Friday, August 14, 2020

I'm Sinister, & I Can Live With That!

 Left Handers Day, August 13th - Official Site #lefthandersday

As many of you as were baptized into Christ have clothed yourselves with Christ. 

 There is no longer Jew or Greek, there is no longer slave or free, 

there is no longer male and female; for all of you are one in Christ Jesus.

Galatians 3:27-28

I am sinister, and I'm proud of it. Sinister actually means "left", as in left-handed, and because there are fewer lefties than righties they were once regarded with suspicion, as minorities often are. Although only 10 percent of the population is left-handed, many famous and accomplished people have been lefties, including US presidents Obama, Bush II, and Clinton. Evidence suggests that the current president is neither left nor righ-handed.  

While I bat left, throw a ball and frisbee left, and shoot left with a hockey stick, I write with my right hand. Why? My old-school grade four teacher, who was actually very supportive in many ways, made me stay after school to "cure" my sinister penmanship through repetition. By the time my parents realized what was happening I had been converted. 

Image for post

This day is always a reminder that cultures tend to stigmatize and "other" those who are in the minority or different. We do so in many different spheres, including sexual orientation. We make up rigid rules and often make strong biblical claims, even when the evidence is scanty. 

As an example, Jesus never spoke about homosexuality, let alone condemned it. I remember the first time I heard a seminary professor make a comparison between what we then termed gay and lesbian orientation and left-handedness. I was offended as a sinister person that he would do so. Even though I didn't express my response verbally, this is not one of my prouder moments. 

Isn't it sinister to create barriers and bolster our sense of self by condemning and excluding others? Left Handed Day is as good an occasion as any to examine our biases and ask how they reflect the Good News of Jesus Christ. I hope that as a disciple of Jesus I'll be learning these lessons for a lifetime. 

International Left-Handers Day 2020: History, Date, Famous Lefties ...

Thursday, August 13, 2020

United Church Response to the Lebanon Crisis

 Lebanon. UNHCR rushes support to Beirut in aftermath of deadly explosions

Many of us watched the videos of the explosions in Beirut last week, often taken by residents on their phones as they stood on balconies following the first blast. Thousands of tons of highly volatile ammonium nitrate was in storage in the port area and when it detonated a huge portion of the city was leveled or seriously damaged. At least two hundred people died, thousands were injured, and more than a quarter million were displaced from their homes.

We immediately wondered about the fate of a Syrian refugee family which has been living in immigration limbo in the city. A group in Trenton, Ontario, which includes folk from different congregations has been working to sponsor the family for years and it seemed that its efforts were coming to fruition as COVID-19 hit. Despite the diligence and prayer the waiting continues in a country which is overwhelmed by refugees and whose economy was a shambles before this devastation. Providentially, no family members were injured but this makes a dire situation worse.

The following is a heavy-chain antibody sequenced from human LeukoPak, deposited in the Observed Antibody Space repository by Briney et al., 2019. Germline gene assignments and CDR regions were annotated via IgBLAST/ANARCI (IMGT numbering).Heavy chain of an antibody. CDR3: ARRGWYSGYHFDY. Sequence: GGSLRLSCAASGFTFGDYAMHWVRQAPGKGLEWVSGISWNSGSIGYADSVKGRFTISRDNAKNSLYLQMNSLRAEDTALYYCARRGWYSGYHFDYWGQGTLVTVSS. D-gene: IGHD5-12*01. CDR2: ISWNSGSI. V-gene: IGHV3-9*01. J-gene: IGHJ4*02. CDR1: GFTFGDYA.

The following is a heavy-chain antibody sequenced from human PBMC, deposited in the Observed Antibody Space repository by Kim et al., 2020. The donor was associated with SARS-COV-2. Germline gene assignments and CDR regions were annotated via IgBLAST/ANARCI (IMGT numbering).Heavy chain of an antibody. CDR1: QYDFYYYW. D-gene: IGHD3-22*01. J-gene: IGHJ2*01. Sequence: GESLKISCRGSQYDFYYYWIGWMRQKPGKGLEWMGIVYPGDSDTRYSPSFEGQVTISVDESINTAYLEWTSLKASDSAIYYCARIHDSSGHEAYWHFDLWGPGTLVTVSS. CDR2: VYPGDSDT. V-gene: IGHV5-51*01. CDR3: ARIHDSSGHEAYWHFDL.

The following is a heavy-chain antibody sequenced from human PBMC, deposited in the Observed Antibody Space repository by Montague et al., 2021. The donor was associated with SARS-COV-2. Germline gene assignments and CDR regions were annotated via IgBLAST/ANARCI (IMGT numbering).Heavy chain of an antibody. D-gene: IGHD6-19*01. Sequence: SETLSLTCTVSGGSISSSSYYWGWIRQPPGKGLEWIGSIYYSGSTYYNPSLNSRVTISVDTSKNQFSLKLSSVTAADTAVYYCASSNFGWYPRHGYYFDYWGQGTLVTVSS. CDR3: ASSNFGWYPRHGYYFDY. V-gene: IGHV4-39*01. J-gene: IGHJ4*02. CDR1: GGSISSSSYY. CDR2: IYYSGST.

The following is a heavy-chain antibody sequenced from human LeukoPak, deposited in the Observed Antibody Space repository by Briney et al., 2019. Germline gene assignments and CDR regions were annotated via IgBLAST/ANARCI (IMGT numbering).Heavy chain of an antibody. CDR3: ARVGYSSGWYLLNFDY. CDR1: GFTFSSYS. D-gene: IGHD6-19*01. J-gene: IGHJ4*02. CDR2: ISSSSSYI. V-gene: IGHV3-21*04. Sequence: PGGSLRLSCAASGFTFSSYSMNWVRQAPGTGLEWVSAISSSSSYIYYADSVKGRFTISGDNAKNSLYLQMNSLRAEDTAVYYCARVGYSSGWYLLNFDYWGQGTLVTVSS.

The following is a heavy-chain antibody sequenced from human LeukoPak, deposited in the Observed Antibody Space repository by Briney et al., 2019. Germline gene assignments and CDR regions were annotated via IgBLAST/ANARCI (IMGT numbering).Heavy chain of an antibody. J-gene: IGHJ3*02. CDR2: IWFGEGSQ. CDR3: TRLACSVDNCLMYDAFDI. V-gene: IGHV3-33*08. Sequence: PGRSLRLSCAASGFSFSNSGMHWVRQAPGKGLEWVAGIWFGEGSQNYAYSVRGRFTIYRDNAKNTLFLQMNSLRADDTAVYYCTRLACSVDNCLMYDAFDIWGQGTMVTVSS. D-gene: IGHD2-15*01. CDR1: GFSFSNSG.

As is so often the case the United Church of Canada is inviting donations which will be forwarded to our trusted partners in Lebanon rather than to what is a corrupt and incompetent government. Here is the link https://www.united-church.ca/lebanon

We can also remember in our prayers the extremely vulnerable refugees in camps and those living hand-to-mouth in urban centres. 

Woman and child in Beirut, Lebanon

A woman carries a child through the streets of Beirut, Lebanon after the explosion.

Credit: 
World Vision/Reuters



Wednesday, August 12, 2020

The Wolf in Sheep's Clothing

 Jerry Falwell Jr., and the allegations against him, explained - Vox

“Beware of false prophets, who come to you in sheep’s clothing 

but inwardly are ravenous wolves.

Matthew 7:15

I have to be honest and admit that I despise Jerry Falwell Jr. It's important for me as a Christian not to hate any human being and to see every person as a child of God. At the same time I cannot respect those who manipulate Christian faith for personal gain and the accumulation of wealth. Falwell is often described as an evangelical leader when he is actually a shady business person who has used the university his fundamentalist pastor father started to create a financial empire which has very little to do with the gospel of Jesus Christ.

Falwell once stood in front of the student body at Liberty University and encouraged the young people to purchase weapons in order to fend off the supposed Muslim threat in America. In his unrelenting defense of Donald Trump he has demonstrated that gospel values mean nothing to him and he regularly offers "might makes right" comments.